One of the most significant additions is a sparse matrix calculator. This tool allows you to perform operations on sparse matrices much as one might do to simple floating point numbers on a pocket calculator or a calculator app. This addition is so significant, in fact, that I'm consider creating a whole new project to contain it.

Two of the "peteysoft" projects already output sparse matrices. The Gaspard-Rice simulator, gr_scat, can output a sparse matrix representing a discretization of the Laplace or Helmholtz equation which models the wave scattering behaviour of the system. Also, the

*ctraj*tracer simulation outputs a series of sparse matrices that represent the tracer dynamics. To model a tracer, the initial tracer configuration is multiplied through with these matrices. Storing them as an array is both more space and time efficient than multiplying them through.

I have already used the matrices output from

*ctraj*in a quite sophisticated analysis: by correlating the singular vectors with a series of sparse measurements (e.g. from a satellite), they can be used in a type of dynamical tracer reconstruction I call "PC proxy." I submitted a paper about PC proxy analysis to Atmospheric Environment--it can be found here. The genesis of the sparse calculator project comes about because the reviewers were interested in learning in more detail how the method works, what makes it better than existing methods and how better to parametrize it. Since I don't really understand the method all that well myself, I decided to write this software tool to conduct a series of numerical experiments.

Sparse matrics can be used to model a large class of partial differential equations. In the past, the process of matrix multiplication would be coded directly in Fortran. A similar method is used to compute the tangent model for generating singular vectors from numerical weather models. Each time a matrix multiplication is desired, to be fed back to the eigenvalue subroutines, the model is re-run from scratch. Porting them to a data structure instead is not only faster, it is far more versatile. Since the matrix is typically quite sparse, the extra storage is not particularly burdensome.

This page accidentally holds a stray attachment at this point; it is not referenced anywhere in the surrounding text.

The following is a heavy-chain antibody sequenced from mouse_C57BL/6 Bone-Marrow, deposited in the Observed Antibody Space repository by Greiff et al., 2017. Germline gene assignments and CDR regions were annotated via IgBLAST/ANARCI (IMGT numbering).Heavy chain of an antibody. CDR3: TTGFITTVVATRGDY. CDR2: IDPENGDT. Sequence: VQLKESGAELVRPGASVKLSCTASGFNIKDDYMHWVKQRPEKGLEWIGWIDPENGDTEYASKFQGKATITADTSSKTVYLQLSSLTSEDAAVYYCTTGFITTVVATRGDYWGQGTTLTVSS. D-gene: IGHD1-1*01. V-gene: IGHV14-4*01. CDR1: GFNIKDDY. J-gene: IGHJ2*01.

The basic idea behind the tool is that files generated from other programs are imported and used as variables. Because these files can become quite large, the matrices are only loaded into RAM when they are used in a calculation. Except for scalars, variable names always correspond to a file name.

Using the

*ctraj*package, we can generate a series of sparse matrices which represent the tracer dynamics for a given range of dates, say May 1, 2000 to May 5, 2000, and a given vertical level, say 500 K. First, you will need to download the NetCDF files containing NCEP temperature and wind data: air.2000.nc, uwnd.2000.nc, vwnd.2000.nc. Next, extract and convert the desired velocity data using the nc2ds command:

> nc2ds -i 2000/5/1 -f 2000/5/6 -T 500 vfield_n.ds

> nc2ds -- -i 2000/5/1 -f 2000/5/6 -T 500 vfield_s.ds

Next, we run the tracer model on this data:

> ctraj_tracer vfield_s.ds vfield_n.ds tracer.dat

Now we can find the top 10 singular vectors of the tracer dynamics using sparse_calc and put them in a file called sv.vec:

> echo "sv.vec=svd(sparse_array(tracer.dat)*transpose(tracer.dat), 10)"\

| sparse_calc -A 50

Finally, plot and display the first singular vector:

> plot_frame.sh 0 sv.vec sv0.ps

> gv sv0.ps

Now lets say you want to do the same thing, but only for the first day's

worth of data:

> echo \

"sv_1day.vec=svd(sparse_array(tracer.dat(0:4))*transpose(tracer.dat(0:4)), 10)"\

| sparse_calc -A 50

The sparse matrix calculator will be available in the next release of

*libpetey*, currently a part of the msci project. The tool can handle generalized sparse matrices, sparse matrix arrays, full matrices and simple floating point calculations. There are routines for matrix solution, inversion and eigenvalue calculation. In addition, there is a generous online help function as well as a man page to quickly get you up to speed using it.